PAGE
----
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Yes, there is a question of storage conditions of any of the bottled products. These bacteria are sensitive to overheating and freezing. Usually they are shipped and stored cold, refrigerated.
When the bacteria are still alive, though, it is the fastest.

Here is a very rough guide. There are still some variables in each answer, but a basic timeline for each method of cycling:

Fastest: Stock the full load of fish within hours of set up.
Nitrospira from a bottle
a LOT of cycled filter media from a high bio load tank
densely planting the tank, especially with fast growing species

Moderate rate: Stock the full load in less than a month of set up.
Fishless cycle, but jump start it with some cycled media from a healthy tank.
Pretty good plant load, then let them grow.

Slower, but still under a month:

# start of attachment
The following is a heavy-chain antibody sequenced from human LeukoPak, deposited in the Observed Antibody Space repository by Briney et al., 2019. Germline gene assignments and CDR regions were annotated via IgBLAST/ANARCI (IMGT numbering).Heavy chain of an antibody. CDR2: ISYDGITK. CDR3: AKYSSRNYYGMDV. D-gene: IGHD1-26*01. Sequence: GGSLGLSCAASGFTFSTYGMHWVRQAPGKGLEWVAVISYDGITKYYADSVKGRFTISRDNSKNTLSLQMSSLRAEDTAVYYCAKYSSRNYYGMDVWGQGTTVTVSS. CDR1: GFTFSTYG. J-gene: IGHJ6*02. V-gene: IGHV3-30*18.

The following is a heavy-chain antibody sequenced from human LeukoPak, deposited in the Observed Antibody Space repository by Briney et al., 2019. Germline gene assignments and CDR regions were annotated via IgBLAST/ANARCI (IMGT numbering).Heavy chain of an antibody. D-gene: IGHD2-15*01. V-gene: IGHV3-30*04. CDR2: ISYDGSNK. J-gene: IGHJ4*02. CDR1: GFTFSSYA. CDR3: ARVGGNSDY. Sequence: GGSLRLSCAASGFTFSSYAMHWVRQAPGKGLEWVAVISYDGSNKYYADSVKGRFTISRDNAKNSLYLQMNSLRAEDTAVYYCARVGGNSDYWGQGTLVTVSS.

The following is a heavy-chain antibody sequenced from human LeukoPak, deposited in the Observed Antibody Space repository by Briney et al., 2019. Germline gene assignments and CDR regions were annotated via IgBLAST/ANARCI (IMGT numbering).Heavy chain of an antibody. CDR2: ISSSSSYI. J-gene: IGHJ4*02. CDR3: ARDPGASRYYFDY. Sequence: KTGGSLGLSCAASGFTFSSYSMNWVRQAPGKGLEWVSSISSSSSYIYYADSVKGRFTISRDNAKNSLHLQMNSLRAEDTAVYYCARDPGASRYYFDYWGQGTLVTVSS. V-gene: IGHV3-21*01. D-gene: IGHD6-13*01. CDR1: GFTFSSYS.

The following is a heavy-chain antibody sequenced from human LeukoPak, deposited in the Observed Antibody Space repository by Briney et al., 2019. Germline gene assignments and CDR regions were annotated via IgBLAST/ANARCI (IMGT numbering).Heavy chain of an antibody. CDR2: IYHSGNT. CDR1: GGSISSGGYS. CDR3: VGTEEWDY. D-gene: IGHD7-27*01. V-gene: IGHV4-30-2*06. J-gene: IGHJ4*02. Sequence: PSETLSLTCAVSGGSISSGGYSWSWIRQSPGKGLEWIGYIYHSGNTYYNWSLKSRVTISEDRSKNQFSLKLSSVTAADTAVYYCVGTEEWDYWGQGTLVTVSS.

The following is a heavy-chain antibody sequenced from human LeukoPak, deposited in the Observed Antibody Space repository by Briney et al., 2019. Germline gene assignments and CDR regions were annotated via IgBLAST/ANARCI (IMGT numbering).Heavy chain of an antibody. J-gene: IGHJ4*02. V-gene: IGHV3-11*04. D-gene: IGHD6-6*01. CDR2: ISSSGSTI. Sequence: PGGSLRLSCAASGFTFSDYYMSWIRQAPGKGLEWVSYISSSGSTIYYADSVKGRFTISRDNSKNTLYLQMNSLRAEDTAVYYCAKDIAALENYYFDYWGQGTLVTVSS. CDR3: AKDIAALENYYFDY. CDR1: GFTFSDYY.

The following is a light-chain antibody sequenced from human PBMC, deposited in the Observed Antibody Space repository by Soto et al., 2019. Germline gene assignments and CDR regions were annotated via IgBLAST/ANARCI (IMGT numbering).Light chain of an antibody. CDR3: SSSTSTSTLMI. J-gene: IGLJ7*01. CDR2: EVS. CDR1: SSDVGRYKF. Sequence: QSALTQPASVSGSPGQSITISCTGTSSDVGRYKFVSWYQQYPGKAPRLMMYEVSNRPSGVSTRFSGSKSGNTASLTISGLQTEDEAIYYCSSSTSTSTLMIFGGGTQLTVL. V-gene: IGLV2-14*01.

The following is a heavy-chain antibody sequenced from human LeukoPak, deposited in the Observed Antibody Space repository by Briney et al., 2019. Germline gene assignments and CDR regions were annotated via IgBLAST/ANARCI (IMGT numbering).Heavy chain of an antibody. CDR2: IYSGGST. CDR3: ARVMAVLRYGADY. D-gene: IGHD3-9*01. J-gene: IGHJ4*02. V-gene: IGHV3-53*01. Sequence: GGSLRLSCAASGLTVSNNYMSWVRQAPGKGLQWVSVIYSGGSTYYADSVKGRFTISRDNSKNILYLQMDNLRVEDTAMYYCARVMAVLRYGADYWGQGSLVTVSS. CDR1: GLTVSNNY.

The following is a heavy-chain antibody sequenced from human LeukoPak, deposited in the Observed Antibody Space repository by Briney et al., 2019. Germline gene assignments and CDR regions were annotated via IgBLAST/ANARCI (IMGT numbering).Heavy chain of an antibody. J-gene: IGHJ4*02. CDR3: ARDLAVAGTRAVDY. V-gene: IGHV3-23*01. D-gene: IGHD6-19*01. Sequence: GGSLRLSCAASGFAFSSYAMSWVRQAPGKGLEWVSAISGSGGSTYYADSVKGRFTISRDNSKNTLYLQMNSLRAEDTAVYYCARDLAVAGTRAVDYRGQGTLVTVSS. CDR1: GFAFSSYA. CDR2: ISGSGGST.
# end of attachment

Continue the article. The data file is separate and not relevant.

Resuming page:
Fishless cycle with nothing to jump start it. (3 weeks)

Slowest, and most cruel to the fish: Several months to a full stocking level.
Fish-in cycle
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post #15 of 16 (permalink) Old 09-18-2012, 06:34 PM
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I would not think four white cloud minnows in 60 gal planted tank would cause ammonia or nitrites to spike to toxic level's.
They just would not create the bioload to cause this unless massively over fed.
I agree with other's with regard's to a good dechlorinator such as PRIME.
Might even consider zeolite or purigen in mesh bag for the filter if ammonia reading's from tap are as posted.
Would also submit that the lava rock separating the two substrates is very good surface for accumulating bit's of food,gunk,poop,that could influence the reading's for ammonia.
You can cycle a tank with fish, but fish must be small and few in number's to prevent ammonia and nitrites from killing them.
Four white clouds in 60 gal would be about right with ten to fourteen day's between the addition of another three or four fish. Build the bacteria colony slowly this way,and if fish are not over fed,over stocked,or too large,,no harm will come to them .
Have set up lot's of class room tank's by using a couple three small fish where children were not inclined to sit and stare into empty tank.
If done right,,no daily water changes/testing, dosing of ammonia,and tank's mature slowly,naturally.